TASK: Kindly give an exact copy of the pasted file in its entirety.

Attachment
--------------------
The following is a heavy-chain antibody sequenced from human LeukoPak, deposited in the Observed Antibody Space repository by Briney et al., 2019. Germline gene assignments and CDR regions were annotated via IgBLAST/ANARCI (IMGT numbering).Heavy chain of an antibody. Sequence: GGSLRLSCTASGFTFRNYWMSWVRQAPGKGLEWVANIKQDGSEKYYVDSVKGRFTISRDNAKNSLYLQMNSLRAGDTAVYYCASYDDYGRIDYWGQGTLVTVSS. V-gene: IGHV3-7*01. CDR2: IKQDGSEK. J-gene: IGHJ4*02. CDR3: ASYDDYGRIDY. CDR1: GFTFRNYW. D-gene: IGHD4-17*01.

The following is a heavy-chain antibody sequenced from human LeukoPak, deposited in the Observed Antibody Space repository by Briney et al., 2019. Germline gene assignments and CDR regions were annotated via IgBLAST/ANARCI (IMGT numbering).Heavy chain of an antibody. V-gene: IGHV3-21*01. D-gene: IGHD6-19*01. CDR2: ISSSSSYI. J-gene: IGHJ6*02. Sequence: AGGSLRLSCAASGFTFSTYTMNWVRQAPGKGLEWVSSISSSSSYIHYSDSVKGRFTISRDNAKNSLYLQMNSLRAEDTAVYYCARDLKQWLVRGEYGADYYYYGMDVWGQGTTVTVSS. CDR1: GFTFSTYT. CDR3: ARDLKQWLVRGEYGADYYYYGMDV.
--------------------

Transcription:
The following is a heavy-chain antibody sequenced from human LeukoPak, deposited in the Observed Antibody Space repository by Briney et al., 2019. Germline gene assignments and CDR regions were annotated via IgBLAST/ANARCI (IMGT numbering).Heavy chain of an antibody. Sequence: GGSLRLSCTASGFTFRNYWMSWVRQAPGKGLEWVANIKQDGSEKYYVDSVKGRFTISRDNAKNSLYLQMNSLRAGDTAVYYCASYDDYGRIDYWGQGTLVTVSS. V-gene: IGHV3-7*01. CDR2: IKQDGSEK. J-gene: IGHJ4*02. CDR3: ASYDDYGRIDY. CDR1: GFTFRNYW. D-gene: IGHD4-17*01.

The following is a heavy-chain antibody sequenced from human LeukoPak, deposited in the Observed Antibody Space repository by Briney et al., 2019. Germline gene assignments and CDR regions were annotated via IgBLAST/ANARCI (IMGT numbering).Heavy chain of an antibody. V-gene: IGHV3-21*01. D-gene: IGHD6-19*01. CDR2: ISSSSSYI. J-gene: IGHJ6*02. Sequence: AGGSLRLSCAASGFTFSTYTMNWVRQAPGKGLEWVSSISSSSSYIHYSDSVKGRFTISRDNAKNSLYLQMNSLRAEDTAVYYCARDLKQWLVRGEYGADYYYYGMDVWGQGTTVTVSS. CDR1: GFTFSTYT. CDR3: ARDLKQWLVRGEYGADYYYYGMDV.